- The Washington Times - Wednesday, January 31, 2007

Virginia lawmakers are trying to score points with constituents by designating special days for two minority communities and fans of NASCAR.

Lawmakers have proposed three resolutions, two of which praise Korean-American and Indian-American communities for their “invaluable contributions” to the state. The third resolution honors NASCAR legend Dale Earnhardt Sr. for bringing “joy and motivation to his many fans through the world through his phenomenal accomplishments as a Winston Cup champion.” Mr. Earnhardt died in 2001.

The symbolic gestures are a part of a time-honored tradition in which lawmakers use their power to, among other things, set aside days to pay tribute to someone or something to please residents throughout Virginia, whether it be a dry cleaner in Fairfax County or the stock-car lover in Danville.

Such gestures often work, giving elected leaders a simpler way to relate to their constituents, instead of explaining the ins and outs of the state’s complicated formula for doling out money for transportation.

“We have a lot of fans who love NASCAR racing,” said Delegate Danny Marshall III, Danville Republican and sponsor of the Earnhardt resolution. “This was a home run back home. People respect [Mr. Earnhardt]. He is a legend.”

Mike Smith, public-relations director at the Martinsville Speedway, said honoring Mr. Earnhardt, who died in a crash at the Daytona 500, plays well in the region because the seven-time Winston Cup champion maintains a mythic, Elvis Presley-like status among local race fans who still sport his hats and slap his stickers on their cars.

…”It means more than were the day to be named for a regional politician or a national civic leader,” Mr. Smith said. “People at least in this part of the world had a true connection to Dale Earnhardt … . He still is always No. 1 or No. 2 for souvenir sales in our sport — He is truly the Elvis of the sport.”

Symbolic resolutions can test people’s political impulses, too.

“A delegate from Northern Virginia said she would not sign up [to support the Earnhardt resolution] because it would cost her votes back home,” Mr. Marshall said, then laughed.

In Northern Virginia, the Korean-American and Indian-American resolutions reflect a renewed effort in the state’s Republican Party to connect with growing ethnic groups that are showing more political clout.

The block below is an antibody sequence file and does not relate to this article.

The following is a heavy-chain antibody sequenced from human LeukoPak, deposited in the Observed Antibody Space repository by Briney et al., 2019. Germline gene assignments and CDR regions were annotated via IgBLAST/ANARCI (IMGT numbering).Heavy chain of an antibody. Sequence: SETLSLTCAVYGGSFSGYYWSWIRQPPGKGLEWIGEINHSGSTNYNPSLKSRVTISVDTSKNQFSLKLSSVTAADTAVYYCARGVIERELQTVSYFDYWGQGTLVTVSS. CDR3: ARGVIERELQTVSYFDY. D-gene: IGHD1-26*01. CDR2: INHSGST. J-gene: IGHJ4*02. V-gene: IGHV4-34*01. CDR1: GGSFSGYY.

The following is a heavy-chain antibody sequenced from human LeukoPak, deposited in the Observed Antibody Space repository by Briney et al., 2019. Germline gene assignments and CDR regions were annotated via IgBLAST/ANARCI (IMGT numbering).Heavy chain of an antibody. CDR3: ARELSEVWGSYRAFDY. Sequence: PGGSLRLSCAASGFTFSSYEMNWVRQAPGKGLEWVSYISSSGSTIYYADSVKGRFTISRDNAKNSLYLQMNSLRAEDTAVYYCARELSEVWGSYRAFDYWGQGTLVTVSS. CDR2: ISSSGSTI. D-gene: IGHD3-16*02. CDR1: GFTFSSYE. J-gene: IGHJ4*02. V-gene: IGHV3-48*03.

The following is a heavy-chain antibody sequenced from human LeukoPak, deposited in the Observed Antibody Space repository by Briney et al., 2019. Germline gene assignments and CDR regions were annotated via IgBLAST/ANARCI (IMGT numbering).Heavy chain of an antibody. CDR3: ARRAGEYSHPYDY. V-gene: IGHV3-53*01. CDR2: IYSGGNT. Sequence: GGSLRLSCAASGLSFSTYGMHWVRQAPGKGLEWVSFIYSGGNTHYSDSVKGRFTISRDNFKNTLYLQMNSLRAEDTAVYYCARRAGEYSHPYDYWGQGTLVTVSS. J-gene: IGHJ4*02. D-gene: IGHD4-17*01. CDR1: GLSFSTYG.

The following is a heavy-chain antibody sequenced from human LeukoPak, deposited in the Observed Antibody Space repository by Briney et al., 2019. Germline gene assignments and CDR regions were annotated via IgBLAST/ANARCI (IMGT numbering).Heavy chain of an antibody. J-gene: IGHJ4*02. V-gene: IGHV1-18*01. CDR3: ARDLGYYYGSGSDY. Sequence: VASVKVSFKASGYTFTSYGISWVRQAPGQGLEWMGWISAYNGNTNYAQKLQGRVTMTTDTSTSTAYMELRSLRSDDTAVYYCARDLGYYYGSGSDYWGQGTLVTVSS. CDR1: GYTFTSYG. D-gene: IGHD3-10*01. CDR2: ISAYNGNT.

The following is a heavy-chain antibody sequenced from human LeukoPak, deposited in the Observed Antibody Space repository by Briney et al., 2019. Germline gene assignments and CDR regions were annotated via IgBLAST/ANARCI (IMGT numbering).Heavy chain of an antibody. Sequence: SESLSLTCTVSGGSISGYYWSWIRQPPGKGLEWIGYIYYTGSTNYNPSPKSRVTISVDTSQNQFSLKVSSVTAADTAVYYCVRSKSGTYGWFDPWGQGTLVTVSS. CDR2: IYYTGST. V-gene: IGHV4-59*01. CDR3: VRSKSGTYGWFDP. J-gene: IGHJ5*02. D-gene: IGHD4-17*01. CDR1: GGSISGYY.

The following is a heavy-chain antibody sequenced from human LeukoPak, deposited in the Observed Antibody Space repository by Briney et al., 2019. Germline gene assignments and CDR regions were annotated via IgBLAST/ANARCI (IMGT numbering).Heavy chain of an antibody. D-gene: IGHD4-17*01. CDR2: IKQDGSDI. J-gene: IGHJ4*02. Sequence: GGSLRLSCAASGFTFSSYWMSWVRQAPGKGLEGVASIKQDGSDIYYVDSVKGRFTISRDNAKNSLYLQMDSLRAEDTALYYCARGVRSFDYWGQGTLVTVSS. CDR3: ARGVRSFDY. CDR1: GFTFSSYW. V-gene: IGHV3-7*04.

“Virginia remains a magnet for people from other states … and other countries,” Ed Gillespie, chairman of the Republican Party of Virginia, recently told a crowd in Richmond. “And that represents a great opportunity to grow our party. When a Guatemalan who has come here legally and complied with our laws while working in his chosen field becomes a new citizen, and a software engineer from India becomes a new citizen, we’ll welcome them to Virginia and to our Republican Party.”

The Korean-American resolution compliments the contributions the group has made “in all aspects of American life, notably succeeding in the fields of medicine, business, engineering, architecture, athletics, and the arts.”

The Indian-American proposal is similar.

“Indian-Americans have embodied the American ideals of hard work, entrepreneurship and creativity, which enriches the prosperity and culture of Virginia and the nation,” the resolution states.

Delegate David B. Albo, who supports the Korean-American and Indian-American resolutions, said lawmakers want to make sure these groups “know they are appreciated.”

“A friend of mine said the Italians have Columbus Day and the Irish have St. Patrick’s Day, but we don’t have anything,” the Fairfax County Republican said. “I thought, good point.”

If approved, the legislation would designate Jan. 13 as Korean-American Day, Jan. 26 as Indian-American Day and April 29 as Dale Earnhardt Day.

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